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Britain's photographic heritage is likely to be adversely impacted if proposals in a leaked National Trust discussion document come to pass. Written by the Trust's visitor experience director Tony Berry, it sets out a ten-year vision that will directly impact historic properties, curatorial and conservation posts and put collections in to storage. The Times newspaper (21 August 2020, p.5) reported on the paper and art historian Bendor Grosvenor, who also had sight of the document, flagged it on his Twitter account @arthistorynews
National Trust Director-General Hilary McGrady responded to the claims (https://www.nationaltrust.org.uk/blogs/directors-blog/our-vision-fo...) as partial, but as Grosvenor noted she failed to deny a number of the claims, including that the Trust will 'dial down' its status as a 'major national cultural institution', make specialist curatorial staff redundant and take objects off display.
The Trust has been significantly impacted by COVID-19 not least a loss of £200 million in income caused by the closure of many of its 550 houses, parks and gardens and has already announced significant redundancies affecting some 13 per cent of its workforce, putting 1,200 employees at risk. The Trust has £1.3 billion in financial reserves, although much of these are designated and cannot be used for general purposes.
So, what does this mean for photography? The short answer at the moment is that it is unclear. The Trust has significant collections of historic and important photography - at least 50,000 images, although more is yet to be documented, across its historic properties. This includes material that is significant in its own right, along with photographs collected and made by individuals associated with its many properties.
The following are areas that the wider photographic community should be aware of, and be prepared to support, should the need arise:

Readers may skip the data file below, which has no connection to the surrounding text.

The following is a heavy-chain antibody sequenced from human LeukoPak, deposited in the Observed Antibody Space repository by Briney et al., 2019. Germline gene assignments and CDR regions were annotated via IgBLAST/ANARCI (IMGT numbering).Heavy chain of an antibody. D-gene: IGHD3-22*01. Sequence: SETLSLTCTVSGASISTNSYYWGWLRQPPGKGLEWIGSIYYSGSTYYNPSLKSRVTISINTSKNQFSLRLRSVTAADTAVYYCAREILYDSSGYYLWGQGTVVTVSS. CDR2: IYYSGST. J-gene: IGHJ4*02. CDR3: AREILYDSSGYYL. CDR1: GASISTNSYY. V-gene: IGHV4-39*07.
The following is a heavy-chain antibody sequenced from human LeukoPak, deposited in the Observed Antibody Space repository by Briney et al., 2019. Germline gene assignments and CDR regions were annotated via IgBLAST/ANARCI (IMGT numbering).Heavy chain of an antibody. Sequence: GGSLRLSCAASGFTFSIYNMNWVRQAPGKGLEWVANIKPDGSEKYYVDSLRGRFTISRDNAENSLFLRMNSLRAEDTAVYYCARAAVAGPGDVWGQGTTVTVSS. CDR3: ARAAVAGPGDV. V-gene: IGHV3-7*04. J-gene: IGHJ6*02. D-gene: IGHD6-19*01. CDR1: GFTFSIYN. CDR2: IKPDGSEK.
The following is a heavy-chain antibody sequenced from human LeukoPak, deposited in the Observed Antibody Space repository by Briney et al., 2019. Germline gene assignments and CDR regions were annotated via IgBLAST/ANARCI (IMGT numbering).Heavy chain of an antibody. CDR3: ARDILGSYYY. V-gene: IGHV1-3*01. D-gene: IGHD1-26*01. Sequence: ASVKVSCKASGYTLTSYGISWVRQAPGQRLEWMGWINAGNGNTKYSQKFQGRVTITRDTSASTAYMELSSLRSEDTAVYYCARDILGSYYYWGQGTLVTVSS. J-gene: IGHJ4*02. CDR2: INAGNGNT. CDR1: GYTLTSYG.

This piece by Grosvenor is worth reading and does not bode well for Lacock Abbey https://www.arthistorynews.com/articles/5685_Inside_the_National_Tr... In the absence of anything from the National Trust one fears the worst.
See also: https://www.museumsassociation.org/museums-journal/news/2020/08/nat...
See also: https://www.theartnewspaper.com/comment/national-trust-restructurin...
Images: © Michael Pritchard. Top: the entrance to the Fox Talbot Museum; lower: entrance to Hardman House.
Note: none of the individuals mentioned above have spoken to BPH in connection with this blog piece.
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This is appalling and depressing news. Our photographic collections are so important and need to be preserved and seen by the public. We have so much expertise available which is lost when curators are no longer employed. It is also good to have collections in different venues, not just centralised.
I saw the Hardman House in Liverpool pre the National Trust take over, they still have a strong band of volunteers who are very enthusiastic. Groups like this may help to preserve historic collections or buildings, I do hope so, but they do not have the expertise required of curators and we cannot rely on them for the conservation of our national collections.
I regret that the proposed moves are symptomatic of the views of many museums and cultural heritage organisations, that they are very inward looking and over-protective of any outsider viewing or researching any of their stored items. They seem to lose sight of their original purpose, which was to protect and maintain history for the benefit of the public not themselves or their circle. If items are stored away long term, they will inevitably deteriorate, on the out of sight; out of mind basis and are of no benefit to the public. If the National Trust are not prepared to display their photographic collection, then perhaps it should be taken away from them and given to a another body who will conserve, restore and display this collection.
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